'A stare, a glare, an inquiring dare': Greg Tate on Dawoud Bey's 'Street Portraits'

In the early 1950s the chiaroscuro masterpieces of grandmaster Roy DeCarava arrived to establish an aesthetically refined high bar for photographs of Black subjects that possessed a culturally informed depth. Work reflective, in his words, of “a creative expression, the kind of penetrating insight and understanding of Negroes which I believe only a Negro photographer can interpret.”

Dawoud Bey represents the first generation of young Black photographers radicalized by the Black Arts Movement to also fall under the hypnotic sway of DeCarava’s work and then forge their own paths to lensing the everyday beauty of the Black community. By the post-revolutionary 1970s there was no miracle or challenge for this generation of artists in seeing the iconographic faces of the Black community as works of art. Instead they faced the test of making art equal to the proliferation of the diverse beauty in the community’s DNA.

After a screening of Julie Dash’s totemic 1991 feature film Daughters of the Dust, cinematographer Arthur Jafa, who’d just won that year’s Sundance Festival award, was asked by a startled and bewildered Black audience member, “How did you make everyone look so beautiful?” Jafa modestly replied, “I just shot what was already there.”

Beyond technique though, what the audience member was responding to was Jafa’s enthralling treatment of dark-skinned Black femininity – a recognition which Black women actors speak of to this day and which is still hardly commonplace on major Hollywood film sets where many do their own make-up, or hire knowledgeable peers, because their skin tones are seen as too problematic for standard industry practitioners. In this pursuit of rendering “what was already there”, Jafa was influenced by those of Bey’s generation, as well as those of the preceding generation who had formed the Kamoinge collective of Black photographers – a group who by the mid-70s were extracting and emulsifying masterful imagistic narratives from the casually profound ‘sweet flypaper’ of Black life which DeCarava and Langston Hughes had essayed upon in their book-length collaboration of the same name. The Kamoinge group documented their extensions of DeCarava’s genius in a series of monographs published in the 70s as The Black Photographers Annual. The years of Bey’s street portraits, 1988-1991, coincide with the second presidential term of Ronald Reagan. Within the national Black community that timespan is also commonly referred to as a “the crack era” and “the golden age of hip hop”. Neither marker in time is untethered from the occupant of the Oval Office in those years.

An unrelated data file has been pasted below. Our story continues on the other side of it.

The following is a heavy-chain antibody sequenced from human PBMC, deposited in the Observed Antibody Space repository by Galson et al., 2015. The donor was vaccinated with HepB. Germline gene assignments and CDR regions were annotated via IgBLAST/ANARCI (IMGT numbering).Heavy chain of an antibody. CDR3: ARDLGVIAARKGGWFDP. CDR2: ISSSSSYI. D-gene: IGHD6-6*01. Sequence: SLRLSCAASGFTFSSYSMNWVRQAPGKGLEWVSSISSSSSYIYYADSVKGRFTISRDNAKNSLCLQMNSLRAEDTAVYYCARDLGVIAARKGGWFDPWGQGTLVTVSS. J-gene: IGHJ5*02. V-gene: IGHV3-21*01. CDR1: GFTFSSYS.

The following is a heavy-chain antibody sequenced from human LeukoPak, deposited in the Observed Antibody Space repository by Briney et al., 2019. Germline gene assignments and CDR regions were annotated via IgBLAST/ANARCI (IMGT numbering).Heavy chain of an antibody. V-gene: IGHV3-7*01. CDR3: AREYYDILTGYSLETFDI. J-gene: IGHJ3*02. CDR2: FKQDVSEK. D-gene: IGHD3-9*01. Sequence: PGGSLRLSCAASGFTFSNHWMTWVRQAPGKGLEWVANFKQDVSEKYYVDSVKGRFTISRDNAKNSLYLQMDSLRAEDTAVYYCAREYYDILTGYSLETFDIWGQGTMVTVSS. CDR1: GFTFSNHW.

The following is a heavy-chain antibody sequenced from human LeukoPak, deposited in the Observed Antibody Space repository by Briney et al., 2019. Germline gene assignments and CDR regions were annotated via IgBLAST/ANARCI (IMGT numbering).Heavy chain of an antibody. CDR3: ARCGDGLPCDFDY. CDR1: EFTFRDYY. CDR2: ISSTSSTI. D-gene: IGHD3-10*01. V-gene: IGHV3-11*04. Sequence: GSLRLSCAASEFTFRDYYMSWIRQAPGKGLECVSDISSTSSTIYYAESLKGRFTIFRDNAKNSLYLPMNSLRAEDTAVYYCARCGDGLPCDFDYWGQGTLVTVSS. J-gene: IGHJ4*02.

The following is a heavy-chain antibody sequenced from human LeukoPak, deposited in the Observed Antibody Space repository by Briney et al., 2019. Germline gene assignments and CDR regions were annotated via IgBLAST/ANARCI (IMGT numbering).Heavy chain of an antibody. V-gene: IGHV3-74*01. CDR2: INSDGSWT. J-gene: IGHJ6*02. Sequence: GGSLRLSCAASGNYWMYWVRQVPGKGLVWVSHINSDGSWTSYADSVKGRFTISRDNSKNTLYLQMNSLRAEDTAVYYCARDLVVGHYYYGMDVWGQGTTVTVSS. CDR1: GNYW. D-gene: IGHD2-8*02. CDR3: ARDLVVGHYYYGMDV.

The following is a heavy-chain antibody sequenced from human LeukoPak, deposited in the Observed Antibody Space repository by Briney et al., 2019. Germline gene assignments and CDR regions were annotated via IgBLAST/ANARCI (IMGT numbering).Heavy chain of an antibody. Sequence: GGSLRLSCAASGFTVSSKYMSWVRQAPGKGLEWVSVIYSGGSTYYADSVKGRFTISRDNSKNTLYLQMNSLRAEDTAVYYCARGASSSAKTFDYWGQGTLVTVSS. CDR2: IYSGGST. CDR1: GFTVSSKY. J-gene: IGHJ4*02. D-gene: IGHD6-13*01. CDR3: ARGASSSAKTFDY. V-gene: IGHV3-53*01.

The mainstream media’s predominant stories about Blackfolk in that time were either about gang murders or drug selling and addiction. Occasionally something might slip in about the activism against apartheid in South Africa or the anti-racist demonstrations being mounted in New York City seeking justice for the killings of unarmed Blackfolk by police and white neighborhood mobs.

There were several plagues and pathological stigmata visited upon the Black community’s house in that stretch of years, but did they encompass the whole story for an African American population 40 million strong? Dawoud Bey’s Street Portraits regally bid (and not beg) to differ.

The late poet, playwright and scholar Larry Neal once observed that, “To be Black in this country is to always affirm something.” A truth to which we might add: it is also to always perform and represent something in the name of reclaiming the humanity of Blackfolk from the anti-Black hate campaigns of minstrelsy, lynching postcards, coon artefacts, and scholar Donald Bogle’s litany of infamous Hollywood stereotypes Toms, Coons, Mulattoes, Mammies, and Bucks – not to mention the failed, inhumane intended weaponization of the Zealy daguerreotypes.

In his own documentary film-making practice, Jafa makes a distinction between the collected testimony of those Blackfolk he identifies as “specialists” (creatives and academics, primarily) and those from the communal congregation, whom he cites as “the uncommon folk”.

In Bey’s practice he is obviously not just the specialist but also the editorial invisible hand.

In poring over his highly selective, captured treasure trove of vibrant and generous Black visages, we observe Bey’s repeated pursuit of not just our community’s divergent and many-splendored “un-commoners”, but also those among them who are already quite well composed – “very pulled together”, as the saying goes – and extremely self-possessed.

These portraits attest to the power of “the Black gaze” – how Black- folk’s eye-to-eye looking-back game can meet any righteous or even reckless eyeballing judgment the world might bring with an equal and opposing optical Super-Kryptonian heat-visioned (and haute-visioned) force – a stare, a glare, an inquiring dare, a wry comeback, an introspective indifference, a casual summation, an audacious insouciance, an Amazonian, eye-rolling snapback.

Excerpt from 'Dawoud Bey: Griot With A Camera' by Greg Tate, from Street Portraits, published in April 2021.

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